Monthly Archives: August 2012

you

Hummingbirds are everywhere at this retreat I’m on. They drone and dart and buzz. They zip and hover. I think about Emily Dickenson, whose nature poetry I adore. She portrays bees as fantastic sailors on seas of daffodils. Aren’t those fine metaphors? What are my hummingbirds?

Komikazes? Bombers? Marauders? Winged ninjas? I watch one dip his long beak into the orange trumpet of a vine, then try to play with  with the word trumpet….music, something blaring out, attracting….it wouldn’t be sound, it would be scent, yes? I scratch out orange trumpet blares/scent—you komikazi in/ dip your beak—poof–you’re gone. I’ve too many syllables, and it’s too rough, but I also have fragments, the beginnings to make haiku: 3 lines, syllables of 5/7/5…..the fun is in rearranging, finding more vivid words, staying in the syllable framework. It’s play writing, so nourishing. But I’m tired.

You do it for me.

Advertisements

frame

I just talked to my mother, she says in her soft voice. I’m at a spiritual retreat in New Mexico, and its leader is speaking. She has dementia, she continues, and she talks about our mothers being our first witnesses…..for we are working on developing a witness self within, and I start crying. My mother has Alzheimer’s. Before it began, she was beautiful, engaging, friendly, smart. She is still beautiful, still friendly. But over the last five years, I have watched too much of her depart: the woman who loved to shop; the woman who could take apart a car motor; the woman who could kill a snake; the woman who loved chocolate; the woman who was vain; the woman who was always generous with money—the first woman I knew. My Mama. She was a reflection of me. She was my earliest frame of self, and now I watch that frame splinter into fragments very slowly.

When I am through weeping at what is, I think about the idea of being a witness in someone’s life, reflecting back. What do I reflect back to those in my life? I wonder.

What do you?

joe

I catch the movie Meet Joe Black and finally see it beginning to end–I’ve only ever seen the ending. I am stunned by Brad Pitt’s beauty. He’s playing Death, and I think, what if death really is this beautiful?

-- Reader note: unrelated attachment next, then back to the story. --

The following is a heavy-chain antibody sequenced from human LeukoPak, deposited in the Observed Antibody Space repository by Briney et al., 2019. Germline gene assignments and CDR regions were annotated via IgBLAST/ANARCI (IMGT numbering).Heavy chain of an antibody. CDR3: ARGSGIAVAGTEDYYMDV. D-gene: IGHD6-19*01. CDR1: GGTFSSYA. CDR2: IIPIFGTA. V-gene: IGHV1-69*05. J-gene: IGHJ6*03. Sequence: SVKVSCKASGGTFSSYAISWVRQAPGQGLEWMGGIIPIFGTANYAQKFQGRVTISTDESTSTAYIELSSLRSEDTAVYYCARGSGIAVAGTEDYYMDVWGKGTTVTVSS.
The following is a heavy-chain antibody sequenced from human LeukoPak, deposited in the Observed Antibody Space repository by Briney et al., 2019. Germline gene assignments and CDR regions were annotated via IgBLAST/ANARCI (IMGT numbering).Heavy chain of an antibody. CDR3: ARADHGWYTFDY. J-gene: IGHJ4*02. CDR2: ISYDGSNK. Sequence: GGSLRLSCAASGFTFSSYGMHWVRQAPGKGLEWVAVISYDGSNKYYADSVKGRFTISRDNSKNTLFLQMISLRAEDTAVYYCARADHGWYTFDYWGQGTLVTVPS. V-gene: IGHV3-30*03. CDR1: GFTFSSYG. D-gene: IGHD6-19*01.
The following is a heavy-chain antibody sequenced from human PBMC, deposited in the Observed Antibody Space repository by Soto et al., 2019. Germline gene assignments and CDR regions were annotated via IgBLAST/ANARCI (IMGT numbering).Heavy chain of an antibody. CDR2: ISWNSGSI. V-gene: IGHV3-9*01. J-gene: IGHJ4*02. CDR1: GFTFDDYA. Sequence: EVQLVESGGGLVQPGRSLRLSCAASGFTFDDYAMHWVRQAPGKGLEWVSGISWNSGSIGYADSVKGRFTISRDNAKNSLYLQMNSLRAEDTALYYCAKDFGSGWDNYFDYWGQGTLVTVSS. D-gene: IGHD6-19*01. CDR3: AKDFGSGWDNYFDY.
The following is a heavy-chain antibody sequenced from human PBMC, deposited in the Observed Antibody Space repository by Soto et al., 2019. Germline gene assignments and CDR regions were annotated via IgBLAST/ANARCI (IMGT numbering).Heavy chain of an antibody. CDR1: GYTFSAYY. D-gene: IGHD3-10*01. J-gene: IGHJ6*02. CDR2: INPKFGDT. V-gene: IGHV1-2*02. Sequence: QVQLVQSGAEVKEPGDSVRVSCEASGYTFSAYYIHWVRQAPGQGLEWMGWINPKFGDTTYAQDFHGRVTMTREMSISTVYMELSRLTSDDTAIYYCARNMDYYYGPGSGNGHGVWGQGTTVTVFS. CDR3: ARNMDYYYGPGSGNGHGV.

It’s over, Anthony Hopkins’ character says. He means his life. The words reverberate. What a moment that must be: when you know to your core that you are going to die. Does that realization change you? Cleanse you? Purify? Electrify? What? It seems like it would have to shade the acts of living a precious vibrant purple, a bold, deliberate red.

And at the end, before Hopkins walks away with beautiful death, he says to the people gathered to celebrate his birthday, I want nothing more.

I’m reminded of a Sufi poem by Rumi:

On the day I die, when I’m being carried toward the grave

don’t weep,

don’t say “he’s gone! he’s gone!”

 Death has nothing to do with going away.

The sun sets and the moon sets

but they’re not gone.

 Death is a coming together.

The tomb looks like a prison 

But it’s really release into Union.

 The human seed goes down in the ground

like a bucket into the well where Joseph is.

It grows and comes up full of some unimagined beauty.

 Your mouth closes here

and immediately opens with a shout of joy

 there

in and out of light

It’s late afternoon, and he goes into the bedroom, the little spirit, my youngest grandson not quite three who lights my life right now. Rainbows, he calls out excitedly, and I see that the afternoon sun has sent its prisms through the cut glass set high in the bathroom wall, and colors are here and there on both the bathroom and bedroom floors. I forgot, I tell him. You forgot, he repeats, as he steps into their colors and moves about in happiness. She forgot, he tells the colored light. Nana forgot.

I do forget to walk into my bedroom in the afternoon and see this tiny spectacle of light. I forget to be glad of it. I forget to feel wonder, but my latest angel reminds me. He is moving out of angel stage, into little boy, into maneuvering and understanding this world of ours. But right now, he steps in and out of light.

I do the same, inside. Do you?